Is Support For The War On Drugs A Brain Disease?

Date: Sun, 29 Aug 1999
Subject: Is Support For The War On Drugs A Brain Disease?

DrugSense FOCUS Alert # 122 August 29,1999
Washington Post: Is Support For The War On Drugs A Brain Disease?



DrugSense FOCUS Alert # 122 August 29,1999
Washington Post: Is Support For The War On Drugs A Brain Disease?

It has become increasingly common for commentators to admit the
punitive strategies of the war on drugs have failed. Sadly, instead of
acknowledging that a “drug-free America” is merely a fantasy of
repression, they imagine the nation can really rid itself of drugs
through treatment.

An editor at the Washington Post entered similar territory this week.
While it’s always good to hear a condemnation of law enforcement-based
drug policy, the faith that treatment will triumph over drugs raises
troubling questions. For example: Is there a distinction between
illegal “brain disease” and legal “brain disease”? If addiction is a
“brain disease,” how much tinkering are researchers willing to do on
our brains as a preventative measure? Is it more desirable to be
locked in a state prison or a state treatment facility?

Drug users who think they will benefit from treatment certainly should
get it. But the idea that drug use will simply disappear thanks to
treatment is, at the very least, naive. (For a great deal more on this
topic, see Stanton Peele’s website at and in
particular his review of the book “The Fix” at

Please write a letter to the Washington Post expressing encouragement
over the call to move away from punitive drug strategies, but also
expressing caution about viewing treatment as the ultimate weapon in
the drug war.

Thanks for your effort and support.


It’s not what others do it’s what YOU do


Phone, fax etc.)

Please post a copy your letter or report your action to the MAPTalk
list if you are subscribed, or by E-mailing a copy directly to Your letter will then be forwarded to the list with
so others can learn from your efforts and be motivated to follow suit

This is VERY IMPORTANT as it is the only way we have of gauging our
impact and effectiveness.


Source: Washington Post (DC)

Contact: Feedback:

NOTE: there is no direct Email address for sending your letter to the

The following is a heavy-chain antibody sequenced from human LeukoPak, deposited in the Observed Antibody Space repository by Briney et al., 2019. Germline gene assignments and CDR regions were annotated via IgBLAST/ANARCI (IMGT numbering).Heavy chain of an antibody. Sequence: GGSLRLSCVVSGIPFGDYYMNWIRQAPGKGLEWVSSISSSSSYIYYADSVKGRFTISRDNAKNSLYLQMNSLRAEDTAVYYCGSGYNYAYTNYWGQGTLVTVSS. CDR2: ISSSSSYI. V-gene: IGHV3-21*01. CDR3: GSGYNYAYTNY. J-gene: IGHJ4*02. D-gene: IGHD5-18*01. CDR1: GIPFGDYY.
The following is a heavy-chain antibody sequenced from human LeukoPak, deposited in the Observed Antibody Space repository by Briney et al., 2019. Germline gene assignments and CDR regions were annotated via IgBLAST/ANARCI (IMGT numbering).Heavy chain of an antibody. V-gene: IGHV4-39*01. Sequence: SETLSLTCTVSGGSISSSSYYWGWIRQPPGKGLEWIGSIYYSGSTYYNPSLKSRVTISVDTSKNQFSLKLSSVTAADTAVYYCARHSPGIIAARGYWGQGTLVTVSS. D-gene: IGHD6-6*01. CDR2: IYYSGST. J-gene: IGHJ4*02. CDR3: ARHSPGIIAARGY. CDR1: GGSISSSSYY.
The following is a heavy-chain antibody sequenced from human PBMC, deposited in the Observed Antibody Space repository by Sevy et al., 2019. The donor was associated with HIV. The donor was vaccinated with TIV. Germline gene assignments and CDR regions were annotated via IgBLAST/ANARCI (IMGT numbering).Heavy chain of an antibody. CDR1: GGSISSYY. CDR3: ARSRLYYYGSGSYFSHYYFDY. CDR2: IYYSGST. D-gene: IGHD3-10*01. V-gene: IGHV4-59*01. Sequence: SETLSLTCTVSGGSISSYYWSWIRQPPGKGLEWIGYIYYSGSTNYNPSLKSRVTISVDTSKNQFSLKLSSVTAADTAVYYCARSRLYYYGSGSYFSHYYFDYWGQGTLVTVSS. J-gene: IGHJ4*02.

Washington Post We recommend you compose your letter off-line and
paste it into the window provided at the URL above.


Pubdate: Fri, 27 Aug 1999
Source: Washington Post (DC)
Copyright: 1999 The Washington Post Company
Address: 1150 15th Street Northwest, Washington, DC 20071
Author: Stephen S. Rosenfeld


No public policy argument is so familiar and fatiguing, yet so central
and urgent, as the decades-long battle over whether to focus more on
the supply end of our illicit-drug problem or on the demand end.

I got into the issue 30 years ago partly in response to a call by
now-Sen. Daniel Patrick Moynihan (D-N.Y.), then working for President
Richard Nixon to stanch the flow of illegal drugs at the “source.” The
State Department’s traditional indifference to engagement in gritty
law enforcement seemed to Moynihan, and in turn to me, as outdated and
dangerous. He had a role in the Nixon administration’s experiment
with supply interdiction: It produced what he now acknowledges to be
“at most a brief success” in closing down the “French Connection,”
while “opium and heroin production merely moved elsewhere.”

This is pretty much the story of supply interdiction since then.
Prodigies of law enforcement are overwhelmed by the ease with which
traffickers can meet a seemingly insatiable American demand. Moynihan
confronted the political reality behind policy as a U.S. senator in
1988 while working to focus new drug legislation on users. Some 60
percent of the money was to be earmarked for demand reduction, 40 for
supply reduction.

But, Moynihan now relates, “as the bill made its way through House and
Senate deliberations and quasi-conference committee negotiations, its
emphasis shifted incrementally from demand reduction to supply
reduction and, especially, to law enforcement. I suppose this was
inevitable. Fear of crime far outstripped concern for addicts. And
just a few weeks away from the 1988 elections. . . . The deal was
a 60-40 ratio in favor of demand reduction; in the end it was the
other way around. Now the ratio is about two-to-one the other way.”

This episode and much else shaped the conclusions he presented at a
Yale conference on the century of American experience with heroin.
“While the science of drug abuse and addiction holds great therapeutic
promise,” he said, “the politics are self-defeating, punitive and

What? The science of drug abuse and addiction holds great therapeutic